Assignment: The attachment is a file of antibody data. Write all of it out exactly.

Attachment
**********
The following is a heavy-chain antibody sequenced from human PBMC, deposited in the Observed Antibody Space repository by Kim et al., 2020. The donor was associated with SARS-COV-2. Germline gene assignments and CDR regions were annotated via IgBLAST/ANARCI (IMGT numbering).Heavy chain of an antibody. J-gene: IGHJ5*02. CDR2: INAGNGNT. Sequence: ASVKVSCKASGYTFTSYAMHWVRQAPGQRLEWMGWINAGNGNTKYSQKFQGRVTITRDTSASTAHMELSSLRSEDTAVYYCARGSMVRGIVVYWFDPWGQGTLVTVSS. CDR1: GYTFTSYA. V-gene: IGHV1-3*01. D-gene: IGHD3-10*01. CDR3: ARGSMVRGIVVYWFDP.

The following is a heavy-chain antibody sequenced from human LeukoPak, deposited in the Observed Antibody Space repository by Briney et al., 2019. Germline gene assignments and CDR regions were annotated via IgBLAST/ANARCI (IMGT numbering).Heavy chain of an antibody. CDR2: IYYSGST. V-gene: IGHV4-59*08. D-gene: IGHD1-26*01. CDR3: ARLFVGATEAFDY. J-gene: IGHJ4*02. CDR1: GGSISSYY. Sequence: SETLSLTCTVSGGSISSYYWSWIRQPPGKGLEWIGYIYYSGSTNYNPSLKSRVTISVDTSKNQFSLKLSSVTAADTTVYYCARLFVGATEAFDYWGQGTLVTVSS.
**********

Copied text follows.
The following is a heavy-chain antibody sequenced from human PBMC, deposited in the Observed Antibody Space repository by Kim et al., 2020. The donor was associated with SARS-COV-2. Germline gene assignments and CDR regions were annotated via IgBLAST/ANARCI (IMGT numbering).Heavy chain of an antibody. J-gene: IGHJ5*02. CDR2: INAGNGNT. Sequence: ASVKVSCKASGYTFTSYAMHWVRQAPGQRLEWMGWINAGNGNTKYSQKFQGRVTITRDTSASTAHMELSSLRSEDTAVYYCARGSMVRGIVVYWFDPWGQGTLVTVSS. CDR1: GYTFTSYA. V-gene: IGHV1-3*01. D-gene: IGHD3-10*01. CDR3: ARGSMVRGIVVYWFDP.

The following is a heavy-chain antibody sequenced from human LeukoPak, deposited in the Observed Antibody Space repository by Briney et al., 2019. Germline gene assignments and CDR regions were annotated via IgBLAST/ANARCI (IMGT numbering).Heavy chain of an antibody. CDR2: IYYSGST. V-gene: IGHV4-59*08. D-gene: IGHD1-26*01. CDR3: ARLFVGATEAFDY. J-gene: IGHJ4*02. CDR1: GGSISSYY. Sequence: SETLSLTCTVSGGSISSYYWSWIRQPPGKGLEWIGYIYYSGSTNYNPSLKSRVTISVDTSKNQFSLKLSSVTAADTTVYYCARLFVGATEAFDYWGQGTLVTVSS.